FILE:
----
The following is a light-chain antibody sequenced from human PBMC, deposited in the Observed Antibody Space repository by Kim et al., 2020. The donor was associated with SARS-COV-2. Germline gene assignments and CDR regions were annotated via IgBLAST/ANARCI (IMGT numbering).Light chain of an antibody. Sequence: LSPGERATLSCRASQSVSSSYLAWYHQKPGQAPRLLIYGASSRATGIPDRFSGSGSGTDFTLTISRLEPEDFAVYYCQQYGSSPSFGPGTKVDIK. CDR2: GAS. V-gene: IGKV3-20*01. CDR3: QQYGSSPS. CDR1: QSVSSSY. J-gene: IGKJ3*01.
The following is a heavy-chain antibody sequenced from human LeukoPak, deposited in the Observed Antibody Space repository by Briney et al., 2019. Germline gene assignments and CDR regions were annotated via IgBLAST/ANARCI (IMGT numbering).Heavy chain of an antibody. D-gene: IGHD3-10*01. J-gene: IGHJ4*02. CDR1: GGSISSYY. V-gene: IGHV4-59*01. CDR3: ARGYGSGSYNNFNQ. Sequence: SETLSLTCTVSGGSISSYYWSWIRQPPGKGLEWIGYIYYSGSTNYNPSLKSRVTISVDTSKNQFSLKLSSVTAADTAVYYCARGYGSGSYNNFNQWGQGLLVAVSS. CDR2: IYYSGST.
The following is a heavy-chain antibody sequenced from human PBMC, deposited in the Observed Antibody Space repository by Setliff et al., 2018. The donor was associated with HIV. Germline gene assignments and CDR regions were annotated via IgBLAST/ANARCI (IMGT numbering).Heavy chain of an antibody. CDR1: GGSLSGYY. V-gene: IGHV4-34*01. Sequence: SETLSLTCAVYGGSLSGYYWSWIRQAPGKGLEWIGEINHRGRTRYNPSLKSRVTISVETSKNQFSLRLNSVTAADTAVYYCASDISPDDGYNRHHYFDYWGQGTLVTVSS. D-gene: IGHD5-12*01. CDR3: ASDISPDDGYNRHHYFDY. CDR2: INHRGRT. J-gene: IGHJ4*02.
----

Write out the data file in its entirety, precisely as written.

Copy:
The following is a light-chain antibody sequenced from human PBMC, deposited in the Observed Antibody Space repository by Kim et al., 2020. The donor was associated with SARS-COV-2. Germline gene assignments and CDR regions were annotated via IgBLAST/ANARCI (IMGT numbering).Light chain of an antibody. Sequence: LSPGERATLSCRASQSVSSSYLAWYHQKPGQAPRLLIYGASSRATGIPDRFSGSGSGTDFTLTISRLEPEDFAVYYCQQYGSSPSFGPGTKVDIK. CDR2: GAS. V-gene: IGKV3-20*01. CDR3: QQYGSSPS. CDR1: QSVSSSY. J-gene: IGKJ3*01.
The following is a heavy-chain antibody sequenced from human LeukoPak, deposited in the Observed Antibody Space repository by Briney et al., 2019. Germline gene assignments and CDR regions were annotated via IgBLAST/ANARCI (IMGT numbering).Heavy chain of an antibody. D-gene: IGHD3-10*01. J-gene: IGHJ4*02. CDR1: GGSISSYY. V-gene: IGHV4-59*01. CDR3: ARGYGSGSYNNFNQ. Sequence: SETLSLTCTVSGGSISSYYWSWIRQPPGKGLEWIGYIYYSGSTNYNPSLKSRVTISVDTSKNQFSLKLSSVTAADTAVYYCARGYGSGSYNNFNQWGQGLLVAVSS. CDR2: IYYSGST.
The following is a heavy-chain antibody sequenced from human PBMC, deposited in the Observed Antibody Space repository by Setliff et al., 2018. The donor was associated with HIV. Germline gene assignments and CDR regions were annotated via IgBLAST/ANARCI (IMGT numbering).Heavy chain of an antibody. CDR1: GGSLSGYY. V-gene: IGHV4-34*01. Sequence: SETLSLTCAVYGGSLSGYYWSWIRQAPGKGLEWIGEINHRGRTRYNPSLKSRVTISVETSKNQFSLRLNSVTAADTAVYYCASDISPDDGYNRHHYFDYWGQGTLVTVSS. D-gene: IGHD5-12*01. CDR3: ASDISPDDGYNRHHYFDY. CDR2: INHRGRT. J-gene: IGHJ4*02.